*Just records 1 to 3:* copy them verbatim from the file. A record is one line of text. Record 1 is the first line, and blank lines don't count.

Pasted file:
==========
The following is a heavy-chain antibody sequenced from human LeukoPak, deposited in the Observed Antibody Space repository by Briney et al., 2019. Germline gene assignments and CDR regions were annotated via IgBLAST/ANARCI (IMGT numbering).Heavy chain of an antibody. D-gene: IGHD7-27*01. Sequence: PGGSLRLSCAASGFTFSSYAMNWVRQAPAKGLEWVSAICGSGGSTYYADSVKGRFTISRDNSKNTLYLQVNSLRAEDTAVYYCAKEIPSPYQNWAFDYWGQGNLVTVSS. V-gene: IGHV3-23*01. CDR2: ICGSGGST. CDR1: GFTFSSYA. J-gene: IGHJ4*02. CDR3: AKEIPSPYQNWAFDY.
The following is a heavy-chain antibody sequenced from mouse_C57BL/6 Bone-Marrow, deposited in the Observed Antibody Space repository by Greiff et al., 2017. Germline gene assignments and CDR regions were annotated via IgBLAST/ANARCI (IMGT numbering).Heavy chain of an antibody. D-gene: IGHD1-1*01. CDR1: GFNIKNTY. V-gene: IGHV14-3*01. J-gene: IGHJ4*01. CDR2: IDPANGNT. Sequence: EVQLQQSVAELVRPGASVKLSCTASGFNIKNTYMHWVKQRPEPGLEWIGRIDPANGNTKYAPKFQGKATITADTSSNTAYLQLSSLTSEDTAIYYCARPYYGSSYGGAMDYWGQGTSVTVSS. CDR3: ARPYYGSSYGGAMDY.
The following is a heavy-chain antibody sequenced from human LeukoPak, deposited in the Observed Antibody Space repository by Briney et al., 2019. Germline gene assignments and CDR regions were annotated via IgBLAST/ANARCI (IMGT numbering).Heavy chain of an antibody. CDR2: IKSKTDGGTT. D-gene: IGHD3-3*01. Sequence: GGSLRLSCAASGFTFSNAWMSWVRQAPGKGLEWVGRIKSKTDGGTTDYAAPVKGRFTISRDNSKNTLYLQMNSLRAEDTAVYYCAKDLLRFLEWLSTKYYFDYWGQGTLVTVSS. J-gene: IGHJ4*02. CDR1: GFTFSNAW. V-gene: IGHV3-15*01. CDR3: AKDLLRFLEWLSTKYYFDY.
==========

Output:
The following is a heavy-chain antibody sequenced from human LeukoPak, deposited in the Observed Antibody Space repository by Briney et al., 2019. Germline gene assignments and CDR regions were annotated via IgBLAST/ANARCI (IMGT numbering).Heavy chain of an antibody. D-gene: IGHD7-27*01. Sequence: PGGSLRLSCAASGFTFSSYAMNWVRQAPAKGLEWVSAICGSGGSTYYADSVKGRFTISRDNSKNTLYLQVNSLRAEDTAVYYCAKEIPSPYQNWAFDYWGQGNLVTVSS. V-gene: IGHV3-23*01. CDR2: ICGSGGST. CDR1: GFTFSSYA. J-gene: IGHJ4*02. CDR3: AKEIPSPYQNWAFDY.
The following is a heavy-chain antibody sequenced from mouse_C57BL/6 Bone-Marrow, deposited in the Observed Antibody Space repository by Greiff et al., 2017. Germline gene assignments and CDR regions were annotated via IgBLAST/ANARCI (IMGT numbering).Heavy chain of an antibody. D-gene: IGHD1-1*01. CDR1: GFNIKNTY. V-gene: IGHV14-3*01. J-gene: IGHJ4*01. CDR2: IDPANGNT. Sequence: EVQLQQSVAELVRPGASVKLSCTASGFNIKNTYMHWVKQRPEPGLEWIGRIDPANGNTKYAPKFQGKATITADTSSNTAYLQLSSLTSEDTAIYYCARPYYGSSYGGAMDYWGQGTSVTVSS. CDR3: ARPYYGSSYGGAMDY.
The following is a heavy-chain antibody sequenced from human LeukoPak, deposited in the Observed Antibody Space repository by Briney et al., 2019. Germline gene assignments and CDR regions were annotated via IgBLAST/ANARCI (IMGT numbering).Heavy chain of an antibody. CDR2: IKSKTDGGTT. D-gene: IGHD3-3*01. Sequence: GGSLRLSCAASGFTFSNAWMSWVRQAPGKGLEWVGRIKSKTDGGTTDYAAPVKGRFTISRDNSKNTLYLQMNSLRAEDTAVYYCAKDLLRFLEWLSTKYYFDYWGQGTLVTVSS. J-gene: IGHJ4*02. CDR1: GFTFSNAW. V-gene: IGHV3-15*01. CDR3: AKDLLRFLEWLSTKYYFDY.